Greg is the owner, founder, and primary author of the Frequent Miler. He earns millions of points and miles each year, mostly without flying, and dedicates this blog to teaching others how to do the same.

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40 Comments on "The Chase authorized user dilemma for 2 adult households"

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Crys
Guest

My daughter in law recently added me as an AU to her business acct but adding my SS number was not required. How does Chase track this back to me without my SS number?

katye
Guest

They just know. My family add each other all the time without SS number, and the AU accounts show up on our credit reports. I suppose they can check you down by your address/joint account, etc. I haven’t lived with my parents for years, but somehow Chase could still link us.

Juergen
Guest

In the past it was possible to add people without ss-number, for example my dog with made up name. Just never gave the cc to my dog 😉

Val
Guest

On two recent Chase apps (Marriott and Hyatt) I added my husband as AU and was not asked for a SSN. I added him at the time of my own application. Maybe if you add an AU after receiving the card they will ask for an SSN?

Tana
Guest

Hi Greg – First off I love your blog, it is one of the few that I read daily, but telling people to add their children on as authorized users – especially when you say their is no age limit meaning go ahead and add on your infants and small children – is crossing an ethical line. Honestly – telling people to just randomly add authorized users just for the points, even if you get their permission, is a little hinky. One never knows how an authorized user may effect someone’s credit report in the future (as we have seen with this new 5/24 rule, etc) and so why on earth would you want to recommend potentially messing up your child’s credit report for what amounts to maybe $100 worth of points? Also – I am guessing that a decent amount of people asked to be added on as an authorized user (if they are even asked) just “so I can get the points” do not have a clear understanding of what that really means for their credit report. Anyway – this is just my 2 cents – people are going to do whatever they want but a little disappointed that you would help them along this slippery path.

G
Guest

I agree with you. Adding small children seem unethical since they don’t even have a solid understanding about money and finances. Also, given that cc banks are tightening more and more their rules on who can and can’t receive bonus points, it is possible that you may be harming the chances of your child to get that cc in the future. What if the rules change to once in a lifetime and being an AU counts toward that? Sure, a rule like that seems highly unlikely now but, how about 10 years down the road? The Chase 5/24 rule also seemed highly unlikely as recent as a year ago. My point is that there’s no telling what’s the cc rules will be in the future. So, I’m leaving my kids out of this.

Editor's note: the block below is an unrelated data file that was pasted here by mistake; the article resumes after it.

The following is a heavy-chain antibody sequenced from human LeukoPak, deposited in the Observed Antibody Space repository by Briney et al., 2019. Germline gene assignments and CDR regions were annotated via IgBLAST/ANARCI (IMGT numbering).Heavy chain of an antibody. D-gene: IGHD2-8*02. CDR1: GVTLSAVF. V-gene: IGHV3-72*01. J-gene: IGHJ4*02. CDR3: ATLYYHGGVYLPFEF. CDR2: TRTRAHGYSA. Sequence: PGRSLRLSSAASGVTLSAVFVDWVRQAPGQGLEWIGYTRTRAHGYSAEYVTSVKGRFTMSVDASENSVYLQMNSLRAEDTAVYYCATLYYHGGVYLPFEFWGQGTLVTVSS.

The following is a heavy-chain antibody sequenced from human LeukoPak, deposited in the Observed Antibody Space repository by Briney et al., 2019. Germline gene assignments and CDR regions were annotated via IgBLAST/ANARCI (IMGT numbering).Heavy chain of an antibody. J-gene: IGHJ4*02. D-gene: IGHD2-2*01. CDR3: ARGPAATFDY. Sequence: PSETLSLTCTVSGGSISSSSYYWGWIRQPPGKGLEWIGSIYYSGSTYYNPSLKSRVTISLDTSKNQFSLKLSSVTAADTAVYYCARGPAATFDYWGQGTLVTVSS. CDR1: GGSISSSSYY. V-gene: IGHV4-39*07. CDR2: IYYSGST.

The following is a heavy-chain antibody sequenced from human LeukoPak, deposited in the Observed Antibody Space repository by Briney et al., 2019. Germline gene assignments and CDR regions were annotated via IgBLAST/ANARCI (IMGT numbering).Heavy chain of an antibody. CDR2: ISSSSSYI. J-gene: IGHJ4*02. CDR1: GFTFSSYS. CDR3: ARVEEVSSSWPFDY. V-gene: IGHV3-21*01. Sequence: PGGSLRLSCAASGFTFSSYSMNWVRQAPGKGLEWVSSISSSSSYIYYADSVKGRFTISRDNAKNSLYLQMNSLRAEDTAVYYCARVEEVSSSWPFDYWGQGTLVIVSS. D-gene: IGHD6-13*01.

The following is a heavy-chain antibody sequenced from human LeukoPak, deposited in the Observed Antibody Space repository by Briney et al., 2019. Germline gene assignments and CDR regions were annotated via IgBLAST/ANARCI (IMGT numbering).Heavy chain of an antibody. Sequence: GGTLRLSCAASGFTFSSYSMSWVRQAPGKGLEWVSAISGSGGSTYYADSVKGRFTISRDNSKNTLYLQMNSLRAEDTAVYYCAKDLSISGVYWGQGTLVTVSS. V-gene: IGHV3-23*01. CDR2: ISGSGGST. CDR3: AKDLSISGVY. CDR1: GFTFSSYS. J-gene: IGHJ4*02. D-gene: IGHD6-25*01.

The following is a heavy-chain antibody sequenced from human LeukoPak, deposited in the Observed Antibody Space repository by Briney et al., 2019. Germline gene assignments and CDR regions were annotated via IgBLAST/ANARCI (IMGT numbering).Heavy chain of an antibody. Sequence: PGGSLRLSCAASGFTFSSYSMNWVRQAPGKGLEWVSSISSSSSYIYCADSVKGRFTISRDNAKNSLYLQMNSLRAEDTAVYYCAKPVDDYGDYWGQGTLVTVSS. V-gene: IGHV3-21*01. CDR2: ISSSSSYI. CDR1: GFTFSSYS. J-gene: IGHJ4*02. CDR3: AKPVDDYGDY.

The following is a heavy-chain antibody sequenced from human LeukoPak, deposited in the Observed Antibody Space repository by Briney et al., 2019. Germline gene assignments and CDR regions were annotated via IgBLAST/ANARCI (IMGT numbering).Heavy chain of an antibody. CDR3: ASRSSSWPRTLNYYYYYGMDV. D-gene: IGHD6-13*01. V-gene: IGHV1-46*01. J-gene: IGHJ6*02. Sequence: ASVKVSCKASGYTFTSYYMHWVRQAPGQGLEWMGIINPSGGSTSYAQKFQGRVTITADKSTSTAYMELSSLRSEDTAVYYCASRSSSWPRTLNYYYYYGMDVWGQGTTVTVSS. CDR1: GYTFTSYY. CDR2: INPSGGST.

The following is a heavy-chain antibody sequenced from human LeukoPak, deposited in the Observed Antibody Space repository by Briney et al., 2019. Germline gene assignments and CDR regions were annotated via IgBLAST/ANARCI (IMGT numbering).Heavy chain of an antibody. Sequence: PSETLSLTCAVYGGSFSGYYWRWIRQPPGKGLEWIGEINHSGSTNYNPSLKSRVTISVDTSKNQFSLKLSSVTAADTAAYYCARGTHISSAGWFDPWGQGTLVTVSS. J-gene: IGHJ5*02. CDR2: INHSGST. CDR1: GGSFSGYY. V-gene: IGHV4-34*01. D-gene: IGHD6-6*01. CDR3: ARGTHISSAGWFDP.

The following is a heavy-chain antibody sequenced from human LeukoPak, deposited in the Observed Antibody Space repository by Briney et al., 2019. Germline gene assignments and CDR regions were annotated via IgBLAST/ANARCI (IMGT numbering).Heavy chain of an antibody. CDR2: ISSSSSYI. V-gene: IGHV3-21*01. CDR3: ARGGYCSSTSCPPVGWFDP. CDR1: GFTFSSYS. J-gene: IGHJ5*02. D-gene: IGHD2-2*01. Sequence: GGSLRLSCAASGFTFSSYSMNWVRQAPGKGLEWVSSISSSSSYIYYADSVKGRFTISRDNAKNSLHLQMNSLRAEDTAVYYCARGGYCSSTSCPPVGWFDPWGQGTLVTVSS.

Now, if you have a teen who’s about to embark into the world of cc’s, then adding them as your AU might help their cc scores. In that instance, I think it might be OK.
Adding a friend is a bad idea, imo. Because that friend may not be into the game right now and might be OK with you adding them as AU but if the friend changes his/her mind down the road and decides to get into the cc game, you just ruined their chances to travel for very cheap. I’m not sure it’s worth the few thousand points you’d be gaining from it.

NoonRadar
Guest

As long as you pay your credit cards timely (most churners do, if they don’t, they’re in the wrong hobby) the only effect you will have on your/a child from you adding them as an authorized user is a positive one for that child, building their credit profile.

But if someone would rather not, they can just make up a name, many just add their pets. Or not add one at all and forego the additional points. Chase doesn’t check for SSN when it comes to authorized users, same with some other banks. But some other banks do, in which case you will know because the SSN of the auth user is a mandatory field/requirement.

Larry
Guest

My wife and I are applying for the Marriott personal and business cards. I applied for both 2 weeks ago and am still pending review hoping Chase will take some excess credit from one of my 5 Chase personal cards and Ink Cash business card to create the new Marriott cards. If I am successful my wife will try for both. Once we both have our review decisions we plan to add each other as AU for the extra points we will need for a 7 night and SW airline package. How long would we have to stay on as AU to get and keep the extra points. And if we then remove each other as AU will that prevent Chase from considering the AU cards in their 5 new cards in 24 month count. It should not be legal for them to count an AU as and AU has no responsibility to pay that account. Matching up names and addresses of spouses without Social Security numbers is also a questionable procedure. The extreme example of someone who has 5 AU cards and no other cards in 24 months getting denied for
5 new in 24 months is rediculous.

Tony
Guest

Thank you for letting people know being added to AU shows up in your credit report. This happened to me. I used to always add myself to my mother’s account as AU as I usually manages her credit cards (She likes flying for free but doesn’t want to deal with the hassle). I was denied the Freedom card due to the 5/24 rule and 2 of those I was an AU. I tried to explain to retention that they were not my accounts but they didn’t care. I notice if I am added to a random friend’s account as an AU then it doesn’t show up in my credit report.

Dr. Bob
Guest